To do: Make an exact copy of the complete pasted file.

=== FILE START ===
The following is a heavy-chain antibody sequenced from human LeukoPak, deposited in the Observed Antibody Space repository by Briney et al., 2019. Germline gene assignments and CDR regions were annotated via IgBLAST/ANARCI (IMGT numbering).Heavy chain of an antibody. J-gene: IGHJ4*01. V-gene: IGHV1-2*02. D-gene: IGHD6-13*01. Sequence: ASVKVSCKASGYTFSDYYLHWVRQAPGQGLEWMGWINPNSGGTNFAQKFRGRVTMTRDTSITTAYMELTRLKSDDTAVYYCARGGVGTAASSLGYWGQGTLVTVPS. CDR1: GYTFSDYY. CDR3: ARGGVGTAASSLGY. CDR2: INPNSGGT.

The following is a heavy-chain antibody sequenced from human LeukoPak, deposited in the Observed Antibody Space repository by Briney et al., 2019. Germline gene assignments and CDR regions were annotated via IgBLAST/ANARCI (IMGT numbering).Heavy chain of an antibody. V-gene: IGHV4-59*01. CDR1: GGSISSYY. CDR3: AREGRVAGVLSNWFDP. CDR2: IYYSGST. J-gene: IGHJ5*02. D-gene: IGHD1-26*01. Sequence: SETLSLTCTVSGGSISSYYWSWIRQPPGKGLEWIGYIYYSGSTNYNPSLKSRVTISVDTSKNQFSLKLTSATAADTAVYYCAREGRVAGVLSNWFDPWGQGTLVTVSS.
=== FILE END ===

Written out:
The following is a heavy-chain antibody sequenced from human LeukoPak, deposited in the Observed Antibody Space repository by Briney et al., 2019. Germline gene assignments and CDR regions were annotated via IgBLAST/ANARCI (IMGT numbering).Heavy chain of an antibody. J-gene: IGHJ4*01. V-gene: IGHV1-2*02. D-gene: IGHD6-13*01. Sequence: ASVKVSCKASGYTFSDYYLHWVRQAPGQGLEWMGWINPNSGGTNFAQKFRGRVTMTRDTSITTAYMELTRLKSDDTAVYYCARGGVGTAASSLGYWGQGTLVTVPS. CDR1: GYTFSDYY. CDR3: ARGGVGTAASSLGY. CDR2: INPNSGGT.

The following is a heavy-chain antibody sequenced from human LeukoPak, deposited in the Observed Antibody Space repository by Briney et al., 2019. Germline gene assignments and CDR regions were annotated via IgBLAST/ANARCI (IMGT numbering).Heavy chain of an antibody. V-gene: IGHV4-59*01. CDR1: GGSISSYY. CDR3: AREGRVAGVLSNWFDP. CDR2: IYYSGST. J-gene: IGHJ5*02. D-gene: IGHD1-26*01. Sequence: SETLSLTCTVSGGSISSYYWSWIRQPPGKGLEWIGYIYYSGSTNYNPSLKSRVTISVDTSKNQFSLKLTSATAADTAVYYCAREGRVAGVLSNWFDPWGQGTLVTVSS.